5 Steps to GDPR Compliance

August 19, 2019 By

Whether it’s an inconspicuous banner at the top or bottom of a website, or a more in-your-face pop-up notification, it’s nearly impossible to miss that many websites are now asking you to accept “cookies” in order to get access to their content. What’s the reason, what does it all mean and who doesn’t like cookies?

Before you start salivating, the cookies we’re talking about consist of information — not chocolate chips — and their purpose is to help websites track visits and activity. It sounds a little ominous but it’s this data that records visitor login information to save time on subsequent visits. It also ensures that items placed in a cart stay in the cart, even if another link on the website is clicked.

And as helpful as they are, cookies — and other pieces of personal data collected by websites to enhance visitor experiences — are becoming increasingly regulated worldwide. For websites that have customers or visitors from countries in the European Union (E.U.), strict rules are now in place that require compliance with General Data Protection Regulation or GDPR.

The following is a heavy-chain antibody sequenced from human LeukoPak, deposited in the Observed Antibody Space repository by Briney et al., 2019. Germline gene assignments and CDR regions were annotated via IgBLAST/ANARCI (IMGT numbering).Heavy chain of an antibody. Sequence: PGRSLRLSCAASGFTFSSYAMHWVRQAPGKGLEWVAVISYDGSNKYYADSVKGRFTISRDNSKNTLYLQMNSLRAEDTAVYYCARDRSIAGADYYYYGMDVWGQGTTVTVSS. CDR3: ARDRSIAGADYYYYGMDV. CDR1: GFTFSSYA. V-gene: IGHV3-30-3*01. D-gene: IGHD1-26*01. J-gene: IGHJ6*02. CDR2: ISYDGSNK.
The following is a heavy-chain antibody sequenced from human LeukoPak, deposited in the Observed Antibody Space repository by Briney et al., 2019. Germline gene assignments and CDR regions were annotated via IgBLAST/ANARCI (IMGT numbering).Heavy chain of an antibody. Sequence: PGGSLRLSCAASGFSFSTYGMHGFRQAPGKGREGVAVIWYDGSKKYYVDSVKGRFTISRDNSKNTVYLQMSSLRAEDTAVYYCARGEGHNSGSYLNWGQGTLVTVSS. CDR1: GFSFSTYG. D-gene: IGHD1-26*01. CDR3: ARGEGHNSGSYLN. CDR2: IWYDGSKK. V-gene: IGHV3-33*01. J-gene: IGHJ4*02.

What is GDPR, and how does it affect my company’s website?

Implemented in May 2018, GDPR is a regulation in the E.U. that addresses consumer privacy and data collection. Its primary goal is to empower E.U. citizens to have more control over their personal information and how it’s used. Companies with a website that is frequented by E.U. citizens (whether or not the company is located within the E.U.) must follow specific steps to be compliant and avoid fines and penalties.

What does my website need in order to be compliant?*

1) A Privacy Policy

Privacy Policies are required by laws intended to protect a consumer’s privacy. Protected information (also known as Personally Identifiable Information) includes names, email addresses, street addresses, phone numbers, credit card information, blood type, marital status and much more.